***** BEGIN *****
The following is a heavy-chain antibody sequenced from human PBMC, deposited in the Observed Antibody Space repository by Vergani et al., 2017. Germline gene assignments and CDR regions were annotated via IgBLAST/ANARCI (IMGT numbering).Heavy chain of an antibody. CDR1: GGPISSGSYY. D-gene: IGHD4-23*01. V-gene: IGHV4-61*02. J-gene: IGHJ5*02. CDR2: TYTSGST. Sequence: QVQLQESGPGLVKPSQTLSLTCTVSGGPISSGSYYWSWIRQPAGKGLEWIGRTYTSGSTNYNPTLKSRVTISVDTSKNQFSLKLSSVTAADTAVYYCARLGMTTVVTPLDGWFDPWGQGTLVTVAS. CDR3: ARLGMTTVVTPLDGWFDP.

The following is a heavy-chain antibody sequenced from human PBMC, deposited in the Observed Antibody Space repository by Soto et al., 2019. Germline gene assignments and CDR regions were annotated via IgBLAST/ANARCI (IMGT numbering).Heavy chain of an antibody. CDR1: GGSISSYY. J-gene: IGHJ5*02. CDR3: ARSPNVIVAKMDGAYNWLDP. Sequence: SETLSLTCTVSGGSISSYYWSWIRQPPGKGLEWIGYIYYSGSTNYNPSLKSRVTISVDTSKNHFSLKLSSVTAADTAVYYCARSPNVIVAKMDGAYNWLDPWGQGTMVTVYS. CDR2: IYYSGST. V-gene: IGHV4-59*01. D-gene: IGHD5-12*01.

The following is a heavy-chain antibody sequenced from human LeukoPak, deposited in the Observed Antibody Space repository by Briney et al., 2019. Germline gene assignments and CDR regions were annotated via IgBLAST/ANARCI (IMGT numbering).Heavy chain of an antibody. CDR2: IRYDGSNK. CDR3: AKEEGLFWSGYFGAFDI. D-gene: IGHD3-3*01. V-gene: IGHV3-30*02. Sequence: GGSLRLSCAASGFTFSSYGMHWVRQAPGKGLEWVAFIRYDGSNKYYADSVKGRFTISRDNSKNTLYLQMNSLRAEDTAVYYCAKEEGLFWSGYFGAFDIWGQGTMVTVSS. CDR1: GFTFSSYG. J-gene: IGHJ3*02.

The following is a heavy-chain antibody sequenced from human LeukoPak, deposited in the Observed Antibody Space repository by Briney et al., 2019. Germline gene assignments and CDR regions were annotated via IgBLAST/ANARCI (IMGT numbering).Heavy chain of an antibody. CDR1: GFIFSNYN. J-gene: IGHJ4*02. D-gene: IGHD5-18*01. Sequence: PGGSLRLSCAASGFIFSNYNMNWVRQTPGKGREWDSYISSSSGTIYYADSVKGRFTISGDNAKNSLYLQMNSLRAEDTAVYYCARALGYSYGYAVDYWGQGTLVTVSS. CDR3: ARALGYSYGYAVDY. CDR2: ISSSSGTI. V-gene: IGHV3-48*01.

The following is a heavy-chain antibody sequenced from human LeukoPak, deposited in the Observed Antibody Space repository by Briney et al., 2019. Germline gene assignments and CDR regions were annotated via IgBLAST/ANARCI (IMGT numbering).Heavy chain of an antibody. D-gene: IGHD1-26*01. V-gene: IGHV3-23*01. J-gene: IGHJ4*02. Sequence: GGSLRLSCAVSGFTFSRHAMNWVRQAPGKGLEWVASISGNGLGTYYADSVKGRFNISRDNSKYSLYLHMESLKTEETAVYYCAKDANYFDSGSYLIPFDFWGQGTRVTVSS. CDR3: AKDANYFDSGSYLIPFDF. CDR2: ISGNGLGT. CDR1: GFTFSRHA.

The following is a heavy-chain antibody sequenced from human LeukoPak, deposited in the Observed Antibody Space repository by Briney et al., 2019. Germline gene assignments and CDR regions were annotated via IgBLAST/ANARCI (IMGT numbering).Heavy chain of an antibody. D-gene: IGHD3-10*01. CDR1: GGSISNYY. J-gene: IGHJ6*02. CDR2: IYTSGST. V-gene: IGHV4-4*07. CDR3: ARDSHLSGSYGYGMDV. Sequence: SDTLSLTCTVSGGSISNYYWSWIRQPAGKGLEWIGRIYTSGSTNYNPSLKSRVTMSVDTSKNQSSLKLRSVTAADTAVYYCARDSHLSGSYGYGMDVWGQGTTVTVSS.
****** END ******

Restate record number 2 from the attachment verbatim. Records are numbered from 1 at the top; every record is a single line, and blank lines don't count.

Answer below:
The following is a heavy-chain antibody sequenced from human PBMC, deposited in the Observed Antibody Space repository by Soto et al., 2019. Germline gene assignments and CDR regions were annotated via IgBLAST/ANARCI (IMGT numbering).Heavy chain of an antibody. CDR1: GGSISSYY. J-gene: IGHJ5*02. CDR3: ARSPNVIVAKMDGAYNWLDP. Sequence: SETLSLTCTVSGGSISSYYWSWIRQPPGKGLEWIGYIYYSGSTNYNPSLKSRVTISVDTSKNHFSLKLSSVTAADTAVYYCARSPNVIVAKMDGAYNWLDPWGQGTMVTVYS. CDR2: IYYSGST. V-gene: IGHV4-59*01. D-gene: IGHD5-12*01.